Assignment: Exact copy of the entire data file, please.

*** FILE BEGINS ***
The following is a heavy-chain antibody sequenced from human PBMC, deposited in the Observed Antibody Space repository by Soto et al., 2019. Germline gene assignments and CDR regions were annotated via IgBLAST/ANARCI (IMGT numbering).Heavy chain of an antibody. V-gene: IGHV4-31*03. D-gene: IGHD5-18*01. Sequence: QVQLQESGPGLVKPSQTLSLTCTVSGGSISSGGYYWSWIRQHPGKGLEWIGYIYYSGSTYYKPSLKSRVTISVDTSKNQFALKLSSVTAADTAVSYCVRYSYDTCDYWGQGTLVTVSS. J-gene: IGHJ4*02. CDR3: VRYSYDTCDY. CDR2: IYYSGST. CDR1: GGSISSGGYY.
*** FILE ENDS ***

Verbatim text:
The following is a heavy-chain antibody sequenced from human PBMC, deposited in the Observed Antibody Space repository by Soto et al., 2019. Germline gene assignments and CDR regions were annotated via IgBLAST/ANARCI (IMGT numbering).Heavy chain of an antibody. V-gene: IGHV4-31*03. D-gene: IGHD5-18*01. Sequence: QVQLQESGPGLVKPSQTLSLTCTVSGGSISSGGYYWSWIRQHPGKGLEWIGYIYYSGSTYYKPSLKSRVTISVDTSKNQFALKLSSVTAADTAVSYCVRYSYDTCDYWGQGTLVTVSS. J-gene: IGHJ4*02. CDR3: VRYSYDTCDY. CDR2: IYYSGST. CDR1: GGSISSGGYY.